Those who are involved in the sport of bodybuilding understand the importance of proper supplementation.
Over the years, there have been countless of research concluding the effectiveness of creatine towards increased strength output, lean body mass, & higher exercise capacity.
However, the mainstream media regularly painted it in a bad light and remain ignorant about the safeness of creatine, despite the fact that it’s one of the most studied supplements in the world.
Here, we take a look at the efficacy of its supplementation, and the evidence to prove that it won’t do any harm to your body like the media proclaimed.
What is Creatine?
Creatine is a type of amino acid commonly produced in the body through the synthesization of arginine, glycine, and methionine. It’s used to generate energy by helping the body to convert adenosine diphosphate (ADP) to adenosine triphosphate (ATP), the useable form of chemical energy that can be called upon immediately.
ATP is the most ‘expensive’ form of energy because the supply is limited. As a result, it has to be constantly produced by the body. Our body is not designed to store CP & ATP in large amount, which explains why you won’t last long when it comes to any activities that require large amount of energy.
A small amount of ATP is stored within the muscles so that it can be used during emergency, but most of it is chemically produced from the foods we eat. Certain foods such as herring, pork and salmon contain high amount of creatine, but a person would have to consume huge amount of those meats to acquire the same amount of creatine in one scoop of powdered creatine.
The consumption of creatine means it will contribute to an increased pool of creatine phosphate (CP), which translates into faster and greater recharging of ATP, so more work can be done in less time.
Side Effects & Concerns
The uneasiness surrounding the safety of creatine often stems from some outlandish news stories or anecdotal reports. Let’s take a look at some of the common myths.
a. Kidney Damage
Some people think that elevated levels of creatinine, a metabolic byproduct of creatine metabolism will result in kidney damage.
The truth is that there’s no scientific evidence to prove that prolonged supplementation of creatine will result in kidney damage. On the other hand, research has concluded that none of the subjects involved in the study have seen any changes in renal function. (i)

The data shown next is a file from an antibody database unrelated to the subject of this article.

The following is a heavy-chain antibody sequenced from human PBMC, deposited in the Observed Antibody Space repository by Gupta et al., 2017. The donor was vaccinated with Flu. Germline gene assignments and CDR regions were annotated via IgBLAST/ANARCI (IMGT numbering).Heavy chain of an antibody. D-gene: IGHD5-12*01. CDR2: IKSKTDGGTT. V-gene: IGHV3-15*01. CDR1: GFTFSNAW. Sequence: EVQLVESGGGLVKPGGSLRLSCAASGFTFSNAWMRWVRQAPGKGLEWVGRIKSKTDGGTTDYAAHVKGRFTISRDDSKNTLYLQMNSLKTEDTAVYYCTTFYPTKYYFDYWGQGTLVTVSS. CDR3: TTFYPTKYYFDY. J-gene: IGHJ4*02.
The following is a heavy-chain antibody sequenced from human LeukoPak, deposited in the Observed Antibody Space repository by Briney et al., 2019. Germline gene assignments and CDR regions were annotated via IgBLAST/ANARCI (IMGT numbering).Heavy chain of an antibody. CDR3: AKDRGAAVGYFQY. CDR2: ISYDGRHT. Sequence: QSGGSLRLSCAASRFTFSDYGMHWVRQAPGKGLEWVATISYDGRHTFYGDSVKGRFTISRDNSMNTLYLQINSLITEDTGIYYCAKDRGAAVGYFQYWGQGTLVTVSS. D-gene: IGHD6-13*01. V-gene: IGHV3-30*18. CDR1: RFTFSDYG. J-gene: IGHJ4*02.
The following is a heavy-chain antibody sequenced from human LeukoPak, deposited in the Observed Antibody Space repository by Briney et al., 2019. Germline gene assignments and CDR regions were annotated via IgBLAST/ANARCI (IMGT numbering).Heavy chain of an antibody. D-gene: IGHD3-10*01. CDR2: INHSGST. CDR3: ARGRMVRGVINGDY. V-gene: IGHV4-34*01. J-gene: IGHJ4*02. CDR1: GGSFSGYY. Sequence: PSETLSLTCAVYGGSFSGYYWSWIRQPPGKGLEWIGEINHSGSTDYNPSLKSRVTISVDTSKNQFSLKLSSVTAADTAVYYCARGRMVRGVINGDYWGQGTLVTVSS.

b. Gastrointestinal (GI) issues
You might experience stomach discomfort when you take too much creatine alone in one shot. This problem can be easily solved by reducing your creatine intake, or simply take your creatine together with solid foods & plenty of liquid.
In the event of taking the recommended dosage and still experiencing irritability, you may opt for micronized creatine, which have been through additional processing. The smaller size increases solubility of the substance, thereby reducing the likeliness of experiencing stomach upset.
c. Muscle Cramping/Dehydration
Another common concern among the public is that creatine supplementation can cause dehydration or cramping, but this has been proven to be false. Contrary to popular belief, creatine can actually help in maintaining hydration status of our body.
In one study, college football athletes who have taken creatine monohydrate have not shown any signs of muscle cramping or dehydration. In fact, the incidence of such issue is similar to or lower than those who opted no to take creatine. (ii) It’s more likely that the type of activities and conditions are placing athletes in a position with higher risk of dehydration and cramping than the supplement itself.
How Much Should I Take?
While most studies performed on creatine use loading phase, you don’t have to go through the same phase if you were to use it for a prolonged period. The loading phase will cause faster saturation of muscles, thereby translating into greater increase in level of strength.
Similar benefit can be achieved if you were to use 5g of creatine per day, but it will take longer time to reach the same saturation point.